Decision of the Führer: The Operation "Student" [re-establishment of the Fascist Party in Italy] will be carried out as soon as possible.

B. The Führer and the Commander in Chief, OKW, make plans to evacuate Sicily. The Commander in Chief, Navy, is against it and repeatedly voices his objections. The reasons given by the Commander in Chief, Navy, are:

    1. We are holding our ground in Italy. The British are making little progress. Our Air Force must prevent them from bringing up supplies and reinforcements by destroying their ships. We are engaging considerable forces of the enemy in Sicily. If we withdraw, these forces and materiel will be released and become available for new landings. This ever-present danger is increased through the uncertainty of knowing where such landings will be made. The best means of preventing such new operations is by tying up the enemy forces in Sicily.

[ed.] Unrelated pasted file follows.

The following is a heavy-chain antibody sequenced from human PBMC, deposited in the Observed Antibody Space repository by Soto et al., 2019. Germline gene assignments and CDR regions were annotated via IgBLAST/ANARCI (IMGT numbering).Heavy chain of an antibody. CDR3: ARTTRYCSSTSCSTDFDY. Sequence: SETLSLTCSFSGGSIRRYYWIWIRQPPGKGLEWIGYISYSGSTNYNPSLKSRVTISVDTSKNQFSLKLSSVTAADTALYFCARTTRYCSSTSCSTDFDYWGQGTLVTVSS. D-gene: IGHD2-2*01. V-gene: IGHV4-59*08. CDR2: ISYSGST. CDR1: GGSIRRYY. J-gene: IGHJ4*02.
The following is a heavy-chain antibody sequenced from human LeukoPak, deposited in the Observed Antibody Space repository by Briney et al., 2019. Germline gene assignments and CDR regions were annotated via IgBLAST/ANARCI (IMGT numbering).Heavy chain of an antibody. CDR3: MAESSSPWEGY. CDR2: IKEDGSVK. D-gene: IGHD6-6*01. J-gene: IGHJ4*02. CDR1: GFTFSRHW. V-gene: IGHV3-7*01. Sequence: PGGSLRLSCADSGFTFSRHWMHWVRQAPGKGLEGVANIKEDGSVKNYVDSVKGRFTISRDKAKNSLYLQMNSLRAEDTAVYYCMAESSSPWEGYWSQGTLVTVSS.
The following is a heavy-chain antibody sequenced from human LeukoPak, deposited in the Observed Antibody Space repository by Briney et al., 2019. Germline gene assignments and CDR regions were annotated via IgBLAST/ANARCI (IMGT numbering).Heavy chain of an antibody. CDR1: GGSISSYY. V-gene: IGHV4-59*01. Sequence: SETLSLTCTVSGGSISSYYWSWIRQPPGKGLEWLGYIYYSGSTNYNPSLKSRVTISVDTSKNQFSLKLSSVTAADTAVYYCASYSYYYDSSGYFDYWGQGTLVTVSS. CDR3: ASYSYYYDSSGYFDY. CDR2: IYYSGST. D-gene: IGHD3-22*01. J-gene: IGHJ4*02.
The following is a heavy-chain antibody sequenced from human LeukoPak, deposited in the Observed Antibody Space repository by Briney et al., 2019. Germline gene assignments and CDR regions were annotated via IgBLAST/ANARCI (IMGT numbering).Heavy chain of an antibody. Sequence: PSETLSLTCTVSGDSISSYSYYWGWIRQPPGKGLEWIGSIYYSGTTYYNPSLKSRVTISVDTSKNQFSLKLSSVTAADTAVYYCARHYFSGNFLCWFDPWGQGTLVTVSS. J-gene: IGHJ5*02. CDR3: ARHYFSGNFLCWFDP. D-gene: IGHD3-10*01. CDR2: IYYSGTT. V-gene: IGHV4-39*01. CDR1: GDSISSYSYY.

2. An easy conquest of Sicily will also be of great psychological value to the enemy, and he will surely make the best of it.

    3. If we abandon Sicily we expose the route to the Balkans by way of Southern Italy. We must gain time to strengthen our position in the Balkans and in Italy with reinforcements. Even if we can hold Sicily for only a short period, the time won will be of great strategical value to us.

The Führer admits that much can be said for both sides of the question concerning the withdrawal from Sicily and therefore has not given his final decision.

On 27 July Vizeadmiral Ruge made the following statement in answer to the instructions delivered to him orally that same day by Kapitän zur See Junge:

    "The resignation of Mussolini without offering any resistance whatsoever has brought about the almost complete collapse of the Fascist Party. The situation is made worse by an acute food problem and chaotic traffic conditions. The new government is trying to assert itself and has taken positive steps which show its willingness to carry on the war. How long this attitude will prevail is hard to say.